According to Ivana Bacik, 'last month, Minister for State at the Department of Justice, Frank Fahey, appeared before a UN Committee on Discrimination against Women, and stated that this Government has no intention of changing the legal status on abortion. This complacent response will be challenged, as there is a responsibility ' at the very least ' to provide a legal framework for the Supreme Court ruling in the 1992 X Case. 'In the past, those seeking to further restrict Ireland's abortion laws have secured meetings at senior Government level, followed by commitments to tighten the law. Public opinion, most recently in the 2002 referendum, has shown that the Irish people do not want to move backwards. We hope, and expect that in our campaign for safe and legal abortion, people like the Taoiseach, Tánaiste and other party leaders will respond in a rational way.'

National and International Advocacy In preparation for the launch of the 'Safe and Legal in Ireland' campaign, the IFPA has been working with other pro-choice organisations to build support for our agenda.

'The response to date has been very positive, and we will now be extending this movement of support to include the wider community, including young politically active people who are anxious to see a realistic response to abortion in Ireland,' said Ivana Bacik.

Among some of the international work that is already planned, the IFPA and some Irish women who have had abortions will take part in hearings on abortion in the European Parliament in October.

Over the coming weeks, the IFPA will launch its campaign web-site, which will provide details of how the public can get involved, either through becoming a campaign activist or donating money.

'There are many, especially policy makers and politicians, who will not welcome this campaign for safe and legal abortion, because of the many bitter and divisive rows that have gone before on this issue. However, this campaign is unique and different, as it is the first campaign that has been lead outside of a referendum which looks to move forward on abortion,' concluded Ms Bacik.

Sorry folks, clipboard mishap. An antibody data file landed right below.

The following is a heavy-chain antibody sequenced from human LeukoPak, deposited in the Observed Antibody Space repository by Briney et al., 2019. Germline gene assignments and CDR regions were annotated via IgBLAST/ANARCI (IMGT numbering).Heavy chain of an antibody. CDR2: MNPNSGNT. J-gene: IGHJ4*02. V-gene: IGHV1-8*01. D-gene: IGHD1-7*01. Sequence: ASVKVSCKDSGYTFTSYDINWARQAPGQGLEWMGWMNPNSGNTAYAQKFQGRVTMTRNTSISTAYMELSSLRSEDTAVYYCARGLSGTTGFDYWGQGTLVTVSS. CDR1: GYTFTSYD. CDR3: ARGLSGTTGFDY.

author by Aidanpublication date Wed Sep 07, 2005 11:47author address author phone Report this post to the editors

Government denies claims in rights case
Tim O'Brien in Strasbourg

This is an article from todays Irish Times

The Government has rejected a claim at the European Court of Human Rights that a woman seeking an abortion in Ireland was treated in an inhuman and degrading fashion by the State.

The Government has also rejected claims by the woman's legal team that the State's regulations breached human rights conventions on privacy and family life; the right to receive information; the right to an effective remedy; and the prohibition of discrimination.

The woman, identified only as "D", is an Irish national who was described in court in Strasbourg yesterday as "a woman of education and means". It was a preliminary hearing and a ruling is awaited on whether the case is admissible for a full hearing.

Counsel for "D", Barbara Hewson, told the court the woman's pregnancy with twins in late 2001 was initially "a joyous occasion".

However, after eight weeks one foetus stopped developing and died. The second foetus had Trisomy 18 or Edward's Syndrome, a fatal abnormality.

Ms Hewson told the court her client wished to take no part in a wider debate on abortion but is seeking a declaration that in dealing with lethal, foetal abnormality, the State had breached six articles of the Convention on Human Rights.